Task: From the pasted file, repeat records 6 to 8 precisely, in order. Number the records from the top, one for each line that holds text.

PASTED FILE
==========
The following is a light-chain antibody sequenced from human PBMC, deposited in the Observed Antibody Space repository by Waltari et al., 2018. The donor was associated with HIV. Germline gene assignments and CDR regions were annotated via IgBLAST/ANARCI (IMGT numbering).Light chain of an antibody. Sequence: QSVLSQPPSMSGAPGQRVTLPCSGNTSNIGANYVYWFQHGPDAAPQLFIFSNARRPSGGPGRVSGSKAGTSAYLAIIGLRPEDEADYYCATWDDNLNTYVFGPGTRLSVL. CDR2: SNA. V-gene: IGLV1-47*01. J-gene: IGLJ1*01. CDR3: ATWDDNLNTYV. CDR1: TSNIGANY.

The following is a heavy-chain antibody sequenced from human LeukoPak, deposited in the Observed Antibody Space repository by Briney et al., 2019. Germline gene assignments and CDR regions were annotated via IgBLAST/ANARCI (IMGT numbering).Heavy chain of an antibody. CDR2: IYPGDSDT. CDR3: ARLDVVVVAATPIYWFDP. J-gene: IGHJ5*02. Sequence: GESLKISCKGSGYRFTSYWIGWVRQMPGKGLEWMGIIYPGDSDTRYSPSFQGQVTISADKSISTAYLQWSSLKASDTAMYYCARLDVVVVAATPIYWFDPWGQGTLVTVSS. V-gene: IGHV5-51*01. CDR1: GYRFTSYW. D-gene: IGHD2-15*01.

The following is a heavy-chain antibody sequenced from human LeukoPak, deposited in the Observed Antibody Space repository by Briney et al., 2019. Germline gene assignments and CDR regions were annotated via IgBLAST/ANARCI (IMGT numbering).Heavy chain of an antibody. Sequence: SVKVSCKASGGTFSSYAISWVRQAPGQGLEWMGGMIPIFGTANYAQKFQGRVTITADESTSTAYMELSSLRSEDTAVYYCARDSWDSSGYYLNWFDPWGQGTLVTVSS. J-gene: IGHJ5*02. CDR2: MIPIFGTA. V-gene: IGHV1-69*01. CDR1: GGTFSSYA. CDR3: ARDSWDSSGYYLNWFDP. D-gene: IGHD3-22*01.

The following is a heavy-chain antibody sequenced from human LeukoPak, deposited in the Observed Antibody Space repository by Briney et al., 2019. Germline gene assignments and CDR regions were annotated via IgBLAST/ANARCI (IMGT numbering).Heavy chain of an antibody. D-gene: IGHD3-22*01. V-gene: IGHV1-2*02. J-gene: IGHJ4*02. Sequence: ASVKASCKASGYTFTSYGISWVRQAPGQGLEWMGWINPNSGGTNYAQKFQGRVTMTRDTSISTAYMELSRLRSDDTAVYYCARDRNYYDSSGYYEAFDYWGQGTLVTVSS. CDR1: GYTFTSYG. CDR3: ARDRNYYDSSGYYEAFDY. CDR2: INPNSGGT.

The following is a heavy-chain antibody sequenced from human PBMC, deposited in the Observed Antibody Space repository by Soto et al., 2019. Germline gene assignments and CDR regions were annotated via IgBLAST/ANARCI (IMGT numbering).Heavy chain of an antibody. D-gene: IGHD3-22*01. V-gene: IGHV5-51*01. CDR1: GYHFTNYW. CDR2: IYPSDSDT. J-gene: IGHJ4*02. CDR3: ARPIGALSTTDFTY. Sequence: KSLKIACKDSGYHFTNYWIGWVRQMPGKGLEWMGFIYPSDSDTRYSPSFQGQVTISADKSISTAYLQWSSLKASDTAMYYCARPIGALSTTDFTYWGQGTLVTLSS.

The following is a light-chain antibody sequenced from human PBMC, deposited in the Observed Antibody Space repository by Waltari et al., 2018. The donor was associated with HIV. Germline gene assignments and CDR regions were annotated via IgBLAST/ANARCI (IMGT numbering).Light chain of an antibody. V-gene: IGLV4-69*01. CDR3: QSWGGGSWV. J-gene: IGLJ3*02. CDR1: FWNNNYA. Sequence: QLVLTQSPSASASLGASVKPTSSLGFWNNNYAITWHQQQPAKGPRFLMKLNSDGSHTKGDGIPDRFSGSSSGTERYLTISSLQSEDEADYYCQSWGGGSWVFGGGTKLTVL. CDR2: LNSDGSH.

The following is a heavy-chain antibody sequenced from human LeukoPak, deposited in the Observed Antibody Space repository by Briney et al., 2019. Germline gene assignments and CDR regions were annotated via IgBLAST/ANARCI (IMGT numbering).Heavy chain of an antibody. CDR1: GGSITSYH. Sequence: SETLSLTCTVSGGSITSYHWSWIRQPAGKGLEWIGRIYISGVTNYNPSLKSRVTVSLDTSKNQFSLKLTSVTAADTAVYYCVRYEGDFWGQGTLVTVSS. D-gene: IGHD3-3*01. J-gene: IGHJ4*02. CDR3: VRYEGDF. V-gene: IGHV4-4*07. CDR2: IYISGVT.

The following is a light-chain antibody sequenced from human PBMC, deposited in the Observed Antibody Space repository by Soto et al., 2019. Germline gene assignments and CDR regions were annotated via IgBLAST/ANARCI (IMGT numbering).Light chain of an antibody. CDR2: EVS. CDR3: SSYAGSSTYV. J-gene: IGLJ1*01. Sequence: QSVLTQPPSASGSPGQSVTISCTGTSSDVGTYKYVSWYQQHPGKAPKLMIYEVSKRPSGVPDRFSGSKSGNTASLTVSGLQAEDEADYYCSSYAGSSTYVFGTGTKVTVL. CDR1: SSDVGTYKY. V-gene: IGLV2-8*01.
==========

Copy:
The following is a light-chain antibody sequenced from human PBMC, deposited in the Observed Antibody Space repository by Waltari et al., 2018. The donor was associated with HIV. Germline gene assignments and CDR regions were annotated via IgBLAST/ANARCI (IMGT numbering).Light chain of an antibody. V-gene: IGLV4-69*01. CDR3: QSWGGGSWV. J-gene: IGLJ3*02. CDR1: FWNNNYA. Sequence: QLVLTQSPSASASLGASVKPTSSLGFWNNNYAITWHQQQPAKGPRFLMKLNSDGSHTKGDGIPDRFSGSSSGTERYLTISSLQSEDEADYYCQSWGGGSWVFGGGTKLTVL. CDR2: LNSDGSH.

The following is a heavy-chain antibody sequenced from human LeukoPak, deposited in the Observed Antibody Space repository by Briney et al., 2019. Germline gene assignments and CDR regions were annotated via IgBLAST/ANARCI (IMGT numbering).Heavy chain of an antibody. CDR1: GGSITSYH. Sequence: SETLSLTCTVSGGSITSYHWSWIRQPAGKGLEWIGRIYISGVTNYNPSLKSRVTVSLDTSKNQFSLKLTSVTAADTAVYYCVRYEGDFWGQGTLVTVSS. D-gene: IGHD3-3*01. J-gene: IGHJ4*02. CDR3: VRYEGDF. V-gene: IGHV4-4*07. CDR2: IYISGVT.

The following is a light-chain antibody sequenced from human PBMC, deposited in the Observed Antibody Space repository by Soto et al., 2019. Germline gene assignments and CDR regions were annotated via IgBLAST/ANARCI (IMGT numbering).Light chain of an antibody. CDR2: EVS. CDR3: SSYAGSSTYV. J-gene: IGLJ1*01. Sequence: QSVLTQPPSASGSPGQSVTISCTGTSSDVGTYKYVSWYQQHPGKAPKLMIYEVSKRPSGVPDRFSGSKSGNTASLTVSGLQAEDEADYYCSSYAGSSTYVFGTGTKVTVL. CDR1: SSDVGTYKY. V-gene: IGLV2-8*01.